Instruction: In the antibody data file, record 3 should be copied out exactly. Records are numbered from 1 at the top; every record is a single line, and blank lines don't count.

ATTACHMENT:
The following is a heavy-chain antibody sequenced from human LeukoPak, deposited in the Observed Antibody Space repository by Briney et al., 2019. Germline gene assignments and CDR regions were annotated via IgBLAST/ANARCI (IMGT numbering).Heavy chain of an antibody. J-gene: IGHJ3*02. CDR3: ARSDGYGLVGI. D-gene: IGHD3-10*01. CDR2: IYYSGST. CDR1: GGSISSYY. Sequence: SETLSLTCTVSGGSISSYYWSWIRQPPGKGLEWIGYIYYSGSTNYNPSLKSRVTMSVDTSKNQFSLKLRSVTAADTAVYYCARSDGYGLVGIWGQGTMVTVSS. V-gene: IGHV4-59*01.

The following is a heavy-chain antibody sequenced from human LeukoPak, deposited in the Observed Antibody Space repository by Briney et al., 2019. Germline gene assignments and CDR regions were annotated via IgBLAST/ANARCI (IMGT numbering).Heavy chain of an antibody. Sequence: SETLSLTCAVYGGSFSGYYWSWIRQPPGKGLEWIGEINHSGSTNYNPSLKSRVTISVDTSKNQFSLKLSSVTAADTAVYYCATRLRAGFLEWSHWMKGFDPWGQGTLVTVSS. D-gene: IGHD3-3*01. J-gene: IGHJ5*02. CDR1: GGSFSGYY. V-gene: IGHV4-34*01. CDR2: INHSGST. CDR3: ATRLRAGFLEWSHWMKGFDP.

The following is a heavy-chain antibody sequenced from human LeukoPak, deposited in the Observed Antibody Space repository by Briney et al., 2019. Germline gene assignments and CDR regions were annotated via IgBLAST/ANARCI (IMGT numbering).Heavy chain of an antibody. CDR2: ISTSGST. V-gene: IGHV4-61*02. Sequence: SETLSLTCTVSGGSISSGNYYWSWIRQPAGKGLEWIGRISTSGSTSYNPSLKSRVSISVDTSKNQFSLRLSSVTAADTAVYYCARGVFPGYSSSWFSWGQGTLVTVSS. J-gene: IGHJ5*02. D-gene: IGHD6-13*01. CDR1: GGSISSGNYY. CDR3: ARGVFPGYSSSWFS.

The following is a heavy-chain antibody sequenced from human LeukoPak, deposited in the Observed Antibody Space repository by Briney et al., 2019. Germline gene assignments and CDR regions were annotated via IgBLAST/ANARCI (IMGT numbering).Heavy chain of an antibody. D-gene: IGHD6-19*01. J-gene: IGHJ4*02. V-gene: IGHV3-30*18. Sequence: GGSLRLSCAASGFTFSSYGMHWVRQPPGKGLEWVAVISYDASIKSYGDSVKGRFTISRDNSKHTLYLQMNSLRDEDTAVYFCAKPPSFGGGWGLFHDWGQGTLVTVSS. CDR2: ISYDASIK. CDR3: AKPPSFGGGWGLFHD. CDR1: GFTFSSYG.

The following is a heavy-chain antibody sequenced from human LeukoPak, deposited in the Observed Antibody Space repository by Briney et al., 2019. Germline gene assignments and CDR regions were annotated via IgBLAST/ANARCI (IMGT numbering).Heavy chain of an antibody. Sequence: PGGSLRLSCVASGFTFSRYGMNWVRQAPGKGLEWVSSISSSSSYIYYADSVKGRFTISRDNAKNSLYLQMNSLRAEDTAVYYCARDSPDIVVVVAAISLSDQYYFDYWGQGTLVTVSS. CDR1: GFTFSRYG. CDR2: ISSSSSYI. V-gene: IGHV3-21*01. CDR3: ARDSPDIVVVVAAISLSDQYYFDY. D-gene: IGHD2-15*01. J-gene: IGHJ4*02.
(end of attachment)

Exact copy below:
The following is a heavy-chain antibody sequenced from human LeukoPak, deposited in the Observed Antibody Space repository by Briney et al., 2019. Germline gene assignments and CDR regions were annotated via IgBLAST/ANARCI (IMGT numbering).Heavy chain of an antibody. CDR2: ISTSGST. V-gene: IGHV4-61*02. Sequence: SETLSLTCTVSGGSISSGNYYWSWIRQPAGKGLEWIGRISTSGSTSYNPSLKSRVSISVDTSKNQFSLRLSSVTAADTAVYYCARGVFPGYSSSWFSWGQGTLVTVSS. J-gene: IGHJ5*02. D-gene: IGHD6-13*01. CDR1: GGSISSGNYY. CDR3: ARGVFPGYSSSWFS.